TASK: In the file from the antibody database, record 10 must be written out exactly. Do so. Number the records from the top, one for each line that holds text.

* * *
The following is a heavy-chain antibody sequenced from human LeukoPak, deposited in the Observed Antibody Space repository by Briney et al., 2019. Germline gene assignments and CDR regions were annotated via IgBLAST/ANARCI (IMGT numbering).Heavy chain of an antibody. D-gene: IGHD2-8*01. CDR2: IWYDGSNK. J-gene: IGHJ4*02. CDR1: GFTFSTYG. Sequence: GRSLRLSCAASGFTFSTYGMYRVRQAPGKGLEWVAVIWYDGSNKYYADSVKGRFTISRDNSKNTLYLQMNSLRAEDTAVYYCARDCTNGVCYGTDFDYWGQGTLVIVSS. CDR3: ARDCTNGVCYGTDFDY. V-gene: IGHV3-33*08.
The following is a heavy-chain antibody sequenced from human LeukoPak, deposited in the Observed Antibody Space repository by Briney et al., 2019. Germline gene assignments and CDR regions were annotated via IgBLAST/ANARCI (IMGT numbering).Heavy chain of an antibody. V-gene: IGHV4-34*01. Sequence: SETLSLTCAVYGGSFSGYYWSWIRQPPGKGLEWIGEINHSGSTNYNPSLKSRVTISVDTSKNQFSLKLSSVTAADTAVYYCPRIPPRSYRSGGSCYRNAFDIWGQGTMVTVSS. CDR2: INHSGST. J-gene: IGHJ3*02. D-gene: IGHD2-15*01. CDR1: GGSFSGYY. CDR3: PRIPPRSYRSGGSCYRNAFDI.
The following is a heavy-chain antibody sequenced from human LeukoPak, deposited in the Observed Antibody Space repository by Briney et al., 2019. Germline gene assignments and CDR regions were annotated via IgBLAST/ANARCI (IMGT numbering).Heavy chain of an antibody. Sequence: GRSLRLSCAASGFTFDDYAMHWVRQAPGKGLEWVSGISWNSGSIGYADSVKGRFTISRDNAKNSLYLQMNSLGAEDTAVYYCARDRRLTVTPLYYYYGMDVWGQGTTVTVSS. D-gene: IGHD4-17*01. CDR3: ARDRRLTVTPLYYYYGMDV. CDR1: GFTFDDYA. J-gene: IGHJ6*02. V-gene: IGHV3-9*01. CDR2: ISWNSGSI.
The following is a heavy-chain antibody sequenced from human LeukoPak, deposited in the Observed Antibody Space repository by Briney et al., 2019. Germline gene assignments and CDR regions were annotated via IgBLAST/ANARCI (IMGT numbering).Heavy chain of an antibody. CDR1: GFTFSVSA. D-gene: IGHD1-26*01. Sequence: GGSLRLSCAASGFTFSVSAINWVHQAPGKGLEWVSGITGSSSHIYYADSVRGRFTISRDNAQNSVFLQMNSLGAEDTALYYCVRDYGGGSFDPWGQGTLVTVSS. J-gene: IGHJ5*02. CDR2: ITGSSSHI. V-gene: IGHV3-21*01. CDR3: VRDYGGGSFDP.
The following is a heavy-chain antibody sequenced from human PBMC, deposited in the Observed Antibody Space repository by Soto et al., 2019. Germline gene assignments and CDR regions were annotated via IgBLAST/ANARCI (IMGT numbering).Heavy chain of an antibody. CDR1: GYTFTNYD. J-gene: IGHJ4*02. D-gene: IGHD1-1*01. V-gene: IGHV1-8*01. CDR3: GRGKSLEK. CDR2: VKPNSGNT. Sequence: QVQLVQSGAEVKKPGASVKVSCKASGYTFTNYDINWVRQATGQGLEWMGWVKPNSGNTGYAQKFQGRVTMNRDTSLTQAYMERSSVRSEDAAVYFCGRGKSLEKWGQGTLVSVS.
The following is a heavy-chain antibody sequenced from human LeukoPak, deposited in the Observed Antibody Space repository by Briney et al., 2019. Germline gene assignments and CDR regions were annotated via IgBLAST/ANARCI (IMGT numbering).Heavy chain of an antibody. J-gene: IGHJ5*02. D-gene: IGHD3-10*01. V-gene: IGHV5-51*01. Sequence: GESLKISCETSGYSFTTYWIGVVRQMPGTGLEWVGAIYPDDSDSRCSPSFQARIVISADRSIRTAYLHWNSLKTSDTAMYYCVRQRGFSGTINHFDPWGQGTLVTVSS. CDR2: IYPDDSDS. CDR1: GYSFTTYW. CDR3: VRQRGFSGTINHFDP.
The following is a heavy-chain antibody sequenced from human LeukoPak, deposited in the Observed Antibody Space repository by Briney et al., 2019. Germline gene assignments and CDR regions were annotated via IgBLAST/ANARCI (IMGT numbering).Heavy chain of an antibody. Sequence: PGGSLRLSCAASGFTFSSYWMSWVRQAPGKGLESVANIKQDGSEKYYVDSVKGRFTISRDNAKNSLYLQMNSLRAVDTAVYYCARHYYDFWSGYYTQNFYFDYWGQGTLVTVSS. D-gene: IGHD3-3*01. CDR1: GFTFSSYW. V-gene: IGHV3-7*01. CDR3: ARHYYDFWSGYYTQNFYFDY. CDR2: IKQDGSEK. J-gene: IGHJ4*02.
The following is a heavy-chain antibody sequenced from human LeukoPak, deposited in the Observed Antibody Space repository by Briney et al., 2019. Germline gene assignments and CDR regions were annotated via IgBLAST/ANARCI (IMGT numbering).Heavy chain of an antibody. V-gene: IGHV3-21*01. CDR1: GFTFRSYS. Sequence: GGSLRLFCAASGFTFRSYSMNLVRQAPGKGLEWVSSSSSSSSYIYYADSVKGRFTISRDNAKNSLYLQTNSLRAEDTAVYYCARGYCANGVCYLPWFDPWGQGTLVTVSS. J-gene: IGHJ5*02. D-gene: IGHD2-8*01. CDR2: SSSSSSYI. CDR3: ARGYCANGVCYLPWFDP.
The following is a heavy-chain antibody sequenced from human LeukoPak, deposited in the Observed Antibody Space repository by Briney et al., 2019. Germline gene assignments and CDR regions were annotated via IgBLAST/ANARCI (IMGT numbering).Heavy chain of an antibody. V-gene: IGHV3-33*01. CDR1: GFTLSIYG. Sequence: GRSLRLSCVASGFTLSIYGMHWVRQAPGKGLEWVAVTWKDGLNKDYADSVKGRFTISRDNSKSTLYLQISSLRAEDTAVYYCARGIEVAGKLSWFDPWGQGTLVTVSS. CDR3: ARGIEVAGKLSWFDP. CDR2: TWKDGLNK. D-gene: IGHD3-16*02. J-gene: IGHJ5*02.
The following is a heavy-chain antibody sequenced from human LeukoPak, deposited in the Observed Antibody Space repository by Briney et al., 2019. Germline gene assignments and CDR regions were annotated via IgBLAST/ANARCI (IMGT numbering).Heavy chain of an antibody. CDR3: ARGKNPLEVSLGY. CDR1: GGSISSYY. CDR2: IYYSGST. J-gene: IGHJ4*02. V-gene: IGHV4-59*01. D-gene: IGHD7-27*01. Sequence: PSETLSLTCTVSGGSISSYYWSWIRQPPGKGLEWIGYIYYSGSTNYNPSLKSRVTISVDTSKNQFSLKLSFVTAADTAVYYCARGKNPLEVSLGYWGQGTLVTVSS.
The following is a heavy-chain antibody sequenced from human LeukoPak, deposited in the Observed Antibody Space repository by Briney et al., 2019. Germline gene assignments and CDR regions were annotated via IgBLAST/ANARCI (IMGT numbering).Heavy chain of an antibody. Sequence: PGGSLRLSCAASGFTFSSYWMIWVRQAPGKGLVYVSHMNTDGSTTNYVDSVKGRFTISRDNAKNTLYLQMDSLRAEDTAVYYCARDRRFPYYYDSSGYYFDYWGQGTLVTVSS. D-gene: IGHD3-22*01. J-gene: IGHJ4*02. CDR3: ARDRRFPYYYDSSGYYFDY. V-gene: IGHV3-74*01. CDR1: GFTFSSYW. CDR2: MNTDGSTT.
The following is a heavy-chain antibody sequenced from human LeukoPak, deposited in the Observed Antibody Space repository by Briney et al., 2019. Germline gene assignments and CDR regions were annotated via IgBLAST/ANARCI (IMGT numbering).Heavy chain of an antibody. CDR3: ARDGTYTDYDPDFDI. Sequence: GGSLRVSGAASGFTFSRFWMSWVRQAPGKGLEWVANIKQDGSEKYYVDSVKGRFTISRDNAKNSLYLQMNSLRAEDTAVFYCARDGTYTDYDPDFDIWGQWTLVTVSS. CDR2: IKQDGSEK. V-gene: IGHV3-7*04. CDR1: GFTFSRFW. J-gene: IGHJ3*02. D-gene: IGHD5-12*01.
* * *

The following is a heavy-chain antibody sequenced from human LeukoPak, deposited in the Observed Antibody Space repository by Briney et al., 2019. Germline gene assignments and CDR regions were annotated via IgBLAST/ANARCI (IMGT numbering).Heavy chain of an antibody. CDR3: ARGKNPLEVSLGY. CDR1: GGSISSYY. CDR2: IYYSGST. J-gene: IGHJ4*02. V-gene: IGHV4-59*01. D-gene: IGHD7-27*01. Sequence: PSETLSLTCTVSGGSISSYYWSWIRQPPGKGLEWIGYIYYSGSTNYNPSLKSRVTISVDTSKNQFSLKLSFVTAADTAVYYCARGKNPLEVSLGYWGQGTLVTVSS.